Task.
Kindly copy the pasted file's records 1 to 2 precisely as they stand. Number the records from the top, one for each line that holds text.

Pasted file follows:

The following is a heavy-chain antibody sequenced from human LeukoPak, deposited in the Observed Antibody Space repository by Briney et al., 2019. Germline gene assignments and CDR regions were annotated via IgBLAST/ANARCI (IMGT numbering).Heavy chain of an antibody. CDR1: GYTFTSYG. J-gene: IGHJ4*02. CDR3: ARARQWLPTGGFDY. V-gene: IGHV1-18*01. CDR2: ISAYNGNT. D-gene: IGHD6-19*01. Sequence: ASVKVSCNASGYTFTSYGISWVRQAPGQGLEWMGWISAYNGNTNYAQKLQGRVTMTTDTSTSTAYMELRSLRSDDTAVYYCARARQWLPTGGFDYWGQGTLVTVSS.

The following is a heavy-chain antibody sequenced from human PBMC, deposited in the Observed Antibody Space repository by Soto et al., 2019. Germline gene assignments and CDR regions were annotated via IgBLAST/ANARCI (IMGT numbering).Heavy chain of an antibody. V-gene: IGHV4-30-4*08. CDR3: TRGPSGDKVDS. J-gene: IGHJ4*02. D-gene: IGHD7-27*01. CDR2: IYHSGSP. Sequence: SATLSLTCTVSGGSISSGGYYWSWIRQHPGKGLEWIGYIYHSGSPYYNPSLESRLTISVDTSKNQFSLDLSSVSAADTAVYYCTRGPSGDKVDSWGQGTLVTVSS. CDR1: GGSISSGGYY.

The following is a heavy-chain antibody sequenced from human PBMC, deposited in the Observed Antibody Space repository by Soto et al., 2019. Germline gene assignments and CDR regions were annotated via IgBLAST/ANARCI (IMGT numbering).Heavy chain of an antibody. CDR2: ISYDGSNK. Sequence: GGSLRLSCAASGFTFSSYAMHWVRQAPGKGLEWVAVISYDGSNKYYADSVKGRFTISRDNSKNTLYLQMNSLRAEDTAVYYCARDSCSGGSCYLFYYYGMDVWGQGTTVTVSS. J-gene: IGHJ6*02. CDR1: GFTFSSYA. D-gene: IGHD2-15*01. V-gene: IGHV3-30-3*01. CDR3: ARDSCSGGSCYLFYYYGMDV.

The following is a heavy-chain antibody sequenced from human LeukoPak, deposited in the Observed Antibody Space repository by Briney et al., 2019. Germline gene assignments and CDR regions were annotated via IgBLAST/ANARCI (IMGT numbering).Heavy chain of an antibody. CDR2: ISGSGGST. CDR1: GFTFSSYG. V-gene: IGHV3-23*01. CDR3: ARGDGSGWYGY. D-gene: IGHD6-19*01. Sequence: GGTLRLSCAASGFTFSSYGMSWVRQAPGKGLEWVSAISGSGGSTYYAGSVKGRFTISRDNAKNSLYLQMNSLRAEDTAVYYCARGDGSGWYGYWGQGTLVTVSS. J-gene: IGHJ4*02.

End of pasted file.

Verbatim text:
The following is a heavy-chain antibody sequenced from human LeukoPak, deposited in the Observed Antibody Space repository by Briney et al., 2019. Germline gene assignments and CDR regions were annotated via IgBLAST/ANARCI (IMGT numbering).Heavy chain of an antibody. CDR1: GYTFTSYG. J-gene: IGHJ4*02. CDR3: ARARQWLPTGGFDY. V-gene: IGHV1-18*01. CDR2: ISAYNGNT. D-gene: IGHD6-19*01. Sequence: ASVKVSCNASGYTFTSYGISWVRQAPGQGLEWMGWISAYNGNTNYAQKLQGRVTMTTDTSTSTAYMELRSLRSDDTAVYYCARARQWLPTGGFDYWGQGTLVTVSS.

The following is a heavy-chain antibody sequenced from human PBMC, deposited in the Observed Antibody Space repository by Soto et al., 2019. Germline gene assignments and CDR regions were annotated via IgBLAST/ANARCI (IMGT numbering).Heavy chain of an antibody. V-gene: IGHV4-30-4*08. CDR3: TRGPSGDKVDS. J-gene: IGHJ4*02. D-gene: IGHD7-27*01. CDR2: IYHSGSP. Sequence: SATLSLTCTVSGGSISSGGYYWSWIRQHPGKGLEWIGYIYHSGSPYYNPSLESRLTISVDTSKNQFSLDLSSVSAADTAVYYCTRGPSGDKVDSWGQGTLVTVSS. CDR1: GGSISSGGYY.